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smRNA analysis notes

I recently analysed some smRNA data for a paper I’m working on. These are my analysis notes.

I used previously published data for Brachypodium, from this paper:

Garvin DF, Schmutz J, Rokhsar D, Bevan MW, Barry K, Lucas S, et al. Genome sequencing and analysis of the model grass Brachypodium distachyon. Nature. 2010;463: 763–768. doi:10.1038/nature08747

First step is to download the data:

$ wget ftp://ftp-trace.ncbi.nlm.nih.gov//sra/sra-instant/reads/ByStudy/sra/SRP/SRP001/SRP001895/SRR035616/SRR035616.sra
$ fastq-dump SRR035616.sra
$ pigz SRR035616.fastq

It is essential that the reads are trimmed correctly to be able to get useful data out of the reads. To do that, we first need to work out what the adapter sequence is. The easiest way to do that is to run fastqc and see what sequences are overrepresented.

$ fastqc SRR035616.fastq.gz

Then we can do a multiple sequence alignment of overrepresented sequences to find the adapter sequence:

CLUSTAL multiple sequence alignment by MUSCLE (3.8)


12              GGTAGTTCGACCGCGGA------------ACTGTAGGCACCATCAATT------------
15              GGTAGTTCGACCGCGGAA-----------TCTGTAGGCACCATCAAT-------------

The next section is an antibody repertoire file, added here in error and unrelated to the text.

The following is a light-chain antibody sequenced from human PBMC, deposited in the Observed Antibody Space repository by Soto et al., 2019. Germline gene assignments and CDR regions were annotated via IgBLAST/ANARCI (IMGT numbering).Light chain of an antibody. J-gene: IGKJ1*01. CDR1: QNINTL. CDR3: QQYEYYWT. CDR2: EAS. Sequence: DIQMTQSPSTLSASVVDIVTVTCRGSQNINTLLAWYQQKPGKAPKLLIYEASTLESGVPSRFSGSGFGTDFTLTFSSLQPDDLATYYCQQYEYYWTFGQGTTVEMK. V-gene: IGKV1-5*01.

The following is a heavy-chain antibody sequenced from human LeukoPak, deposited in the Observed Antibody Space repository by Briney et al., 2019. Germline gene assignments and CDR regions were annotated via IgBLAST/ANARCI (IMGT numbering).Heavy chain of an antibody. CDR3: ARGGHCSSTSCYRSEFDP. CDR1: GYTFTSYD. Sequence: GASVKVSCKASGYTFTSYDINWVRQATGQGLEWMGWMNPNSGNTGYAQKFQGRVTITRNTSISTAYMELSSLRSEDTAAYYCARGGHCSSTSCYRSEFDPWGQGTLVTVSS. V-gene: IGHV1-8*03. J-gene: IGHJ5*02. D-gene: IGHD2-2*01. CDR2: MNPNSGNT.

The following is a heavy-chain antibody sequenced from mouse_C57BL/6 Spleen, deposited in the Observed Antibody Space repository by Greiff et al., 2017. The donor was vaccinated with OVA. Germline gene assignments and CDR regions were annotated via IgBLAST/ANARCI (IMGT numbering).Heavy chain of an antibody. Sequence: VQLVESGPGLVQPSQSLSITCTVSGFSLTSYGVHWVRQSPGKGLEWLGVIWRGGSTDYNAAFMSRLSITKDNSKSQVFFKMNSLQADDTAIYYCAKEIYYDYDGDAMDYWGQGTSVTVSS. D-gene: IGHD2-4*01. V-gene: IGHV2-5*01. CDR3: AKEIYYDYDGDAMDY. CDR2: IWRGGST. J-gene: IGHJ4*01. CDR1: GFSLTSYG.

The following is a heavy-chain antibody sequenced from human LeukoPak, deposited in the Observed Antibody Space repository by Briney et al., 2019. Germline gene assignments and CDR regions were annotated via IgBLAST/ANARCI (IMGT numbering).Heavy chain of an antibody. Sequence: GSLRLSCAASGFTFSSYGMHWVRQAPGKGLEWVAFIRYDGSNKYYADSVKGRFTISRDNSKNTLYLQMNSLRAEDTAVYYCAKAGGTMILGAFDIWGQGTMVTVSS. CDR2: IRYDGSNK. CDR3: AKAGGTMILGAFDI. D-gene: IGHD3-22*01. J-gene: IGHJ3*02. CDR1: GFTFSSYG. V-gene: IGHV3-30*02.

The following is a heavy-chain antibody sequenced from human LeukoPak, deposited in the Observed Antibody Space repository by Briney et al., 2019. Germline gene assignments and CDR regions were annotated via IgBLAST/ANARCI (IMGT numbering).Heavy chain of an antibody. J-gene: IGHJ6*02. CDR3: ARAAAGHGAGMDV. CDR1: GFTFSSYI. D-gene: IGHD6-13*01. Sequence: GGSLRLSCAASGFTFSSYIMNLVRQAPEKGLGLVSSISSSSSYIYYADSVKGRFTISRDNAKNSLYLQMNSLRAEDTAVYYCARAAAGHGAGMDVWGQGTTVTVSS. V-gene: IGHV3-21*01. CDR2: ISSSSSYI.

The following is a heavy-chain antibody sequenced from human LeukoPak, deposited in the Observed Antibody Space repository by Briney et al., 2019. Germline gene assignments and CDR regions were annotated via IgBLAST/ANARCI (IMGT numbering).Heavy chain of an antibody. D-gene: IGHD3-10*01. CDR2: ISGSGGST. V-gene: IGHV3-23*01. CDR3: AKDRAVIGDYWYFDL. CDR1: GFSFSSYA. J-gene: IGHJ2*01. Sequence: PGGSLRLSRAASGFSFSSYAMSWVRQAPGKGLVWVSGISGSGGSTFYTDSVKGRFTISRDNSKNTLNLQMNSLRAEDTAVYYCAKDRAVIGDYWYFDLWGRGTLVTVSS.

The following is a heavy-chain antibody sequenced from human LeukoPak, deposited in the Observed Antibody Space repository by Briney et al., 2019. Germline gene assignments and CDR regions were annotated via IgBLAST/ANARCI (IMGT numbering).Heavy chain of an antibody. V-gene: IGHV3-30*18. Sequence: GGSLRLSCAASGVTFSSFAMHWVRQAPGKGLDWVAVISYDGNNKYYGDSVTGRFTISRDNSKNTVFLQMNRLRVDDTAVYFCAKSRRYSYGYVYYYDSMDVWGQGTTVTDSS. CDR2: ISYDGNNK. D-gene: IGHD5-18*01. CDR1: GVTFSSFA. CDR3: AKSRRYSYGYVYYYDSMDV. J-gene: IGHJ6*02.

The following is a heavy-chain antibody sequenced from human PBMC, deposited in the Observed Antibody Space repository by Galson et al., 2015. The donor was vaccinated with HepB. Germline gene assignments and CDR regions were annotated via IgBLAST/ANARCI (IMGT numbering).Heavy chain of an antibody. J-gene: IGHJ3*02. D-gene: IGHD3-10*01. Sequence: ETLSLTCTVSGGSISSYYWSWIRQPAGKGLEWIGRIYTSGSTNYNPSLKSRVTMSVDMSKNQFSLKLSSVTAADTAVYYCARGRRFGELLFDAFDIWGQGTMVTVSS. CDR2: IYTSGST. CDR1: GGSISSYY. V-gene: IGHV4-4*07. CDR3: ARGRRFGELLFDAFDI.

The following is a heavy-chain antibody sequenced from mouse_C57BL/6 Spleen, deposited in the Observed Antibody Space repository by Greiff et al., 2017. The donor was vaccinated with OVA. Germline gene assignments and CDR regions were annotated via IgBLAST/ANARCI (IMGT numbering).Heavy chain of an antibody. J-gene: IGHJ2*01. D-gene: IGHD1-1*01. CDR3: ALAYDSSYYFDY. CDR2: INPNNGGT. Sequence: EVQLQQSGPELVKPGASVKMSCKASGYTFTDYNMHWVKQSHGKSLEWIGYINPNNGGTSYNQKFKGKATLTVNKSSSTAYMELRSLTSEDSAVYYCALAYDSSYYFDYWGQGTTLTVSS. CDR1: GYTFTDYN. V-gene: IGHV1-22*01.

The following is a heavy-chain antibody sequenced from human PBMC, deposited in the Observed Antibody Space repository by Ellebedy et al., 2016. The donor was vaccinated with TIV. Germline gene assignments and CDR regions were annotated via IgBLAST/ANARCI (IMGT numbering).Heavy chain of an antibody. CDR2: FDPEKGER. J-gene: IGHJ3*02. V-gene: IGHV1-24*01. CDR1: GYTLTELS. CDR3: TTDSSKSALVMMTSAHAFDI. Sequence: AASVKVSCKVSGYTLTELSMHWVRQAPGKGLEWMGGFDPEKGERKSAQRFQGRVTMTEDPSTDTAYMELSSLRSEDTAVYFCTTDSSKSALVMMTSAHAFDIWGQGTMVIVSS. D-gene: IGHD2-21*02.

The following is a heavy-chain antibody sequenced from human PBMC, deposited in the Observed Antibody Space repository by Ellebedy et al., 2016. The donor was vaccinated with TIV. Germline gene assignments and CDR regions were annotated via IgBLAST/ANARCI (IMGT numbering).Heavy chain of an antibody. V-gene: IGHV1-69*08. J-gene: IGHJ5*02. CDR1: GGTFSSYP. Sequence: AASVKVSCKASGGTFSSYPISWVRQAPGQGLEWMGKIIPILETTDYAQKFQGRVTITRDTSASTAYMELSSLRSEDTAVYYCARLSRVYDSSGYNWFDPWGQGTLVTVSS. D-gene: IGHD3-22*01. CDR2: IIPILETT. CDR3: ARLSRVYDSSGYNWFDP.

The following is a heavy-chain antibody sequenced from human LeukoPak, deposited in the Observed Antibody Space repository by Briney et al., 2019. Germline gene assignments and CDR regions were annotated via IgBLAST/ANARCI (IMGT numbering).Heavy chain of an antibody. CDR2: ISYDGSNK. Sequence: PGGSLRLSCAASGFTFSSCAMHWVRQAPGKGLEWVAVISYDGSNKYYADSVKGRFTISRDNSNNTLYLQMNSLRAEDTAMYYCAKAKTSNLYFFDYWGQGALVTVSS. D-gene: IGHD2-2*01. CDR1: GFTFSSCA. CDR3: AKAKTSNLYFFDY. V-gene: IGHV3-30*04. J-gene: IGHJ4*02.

14              -------TCGCTTGGTGCAGATCGGGA--CCTGTAGGCACCCTCA---------------
18              ---TTCATGGACGTTGATAAGATCCTT--CCTGTATGCACC-------------------
1               -------TCGCTTGGTGCAGATCGGGA--CCTGTAGGCACCATCA---------------
13              -------TGATTGAGCCGTGCCAATAT--CCTGTAGGCACCATCA---------------
3               ------------GGGGGTGTAGCTCAT--ACTGTAGGCACCATCAATTCG----------
10              ------------GGGGATGTAGCTCAG--ACTGTAGGCACCATCAATTCG----------
2               ------------GGGGATGTAGCTCAA--ACTGTAGGCACCATCAATTCG----------
11              --------GACCGCATAGCGCAGTGG---ACTGTAGGCACCATCAAT-------------
9               ---------ATTGAGTGCAGCGTTGATGAACTGTAGGCACCATCA---------------
19              -----ACTGGTTGG--ATCATGCTTCT--ACTGTAGGCACCATCA---------------
8               ----TTTGGATTGAAGGGAGCTCT-----GCTGTAGGCACCATCA---------------
7               ---------TCCACAGGCTTTCTTGAACTGCTGTAGGCACCATCA---------------
17              -----TTGGACTGAAGGGTGCTCCC----TCTGTAGGCACCATCA---------------
4               -----TGAAGCTGCCAGCATGATCTG---ACTGTAGGCACCATC----------------
16              ----ACCTGCTCTGATACCATGTTGTG--ACTGTAGGCACCA------------------
6               ---TTCATGGACGTTGATAAGATCCTT--CCTGTAGGCACC-------------------
5               ------------------------------CTGTAGGCACCATCAATTCGTATGCCGTCT
                                              ***** *****        

From this it becomes obvious that the adapter is CTGTAGGCACCATCA.... Next step is to trim the adapters, and we will also discard any reads that were not trimmed, as these reads are longer than the longest smRNA (so every read should need trimming). We will also retain a minumum read length of 15 nt.

Adapter trimming

$ cutadapt --discard-untrimmed -m 15 -a CTGTAGGCACCATCAATTCG -o adapertrim.fq SRR035616.fastq.gz

This is cutadapt 1.10 with Python 2.7.10
Command line parameters: --discard-untrimmed -m 15 -a CTGTAGGCACCATCAATTCG -o adapertrim.fq SRR035616.fastq.gz
Trimming 1 adapter with at most 10.0% errors in single-end mode ...
Finished in 68.63 s (15 us/read; 3.94 M reads/minute).

=== Summary ===

Total reads processed:               4,501,847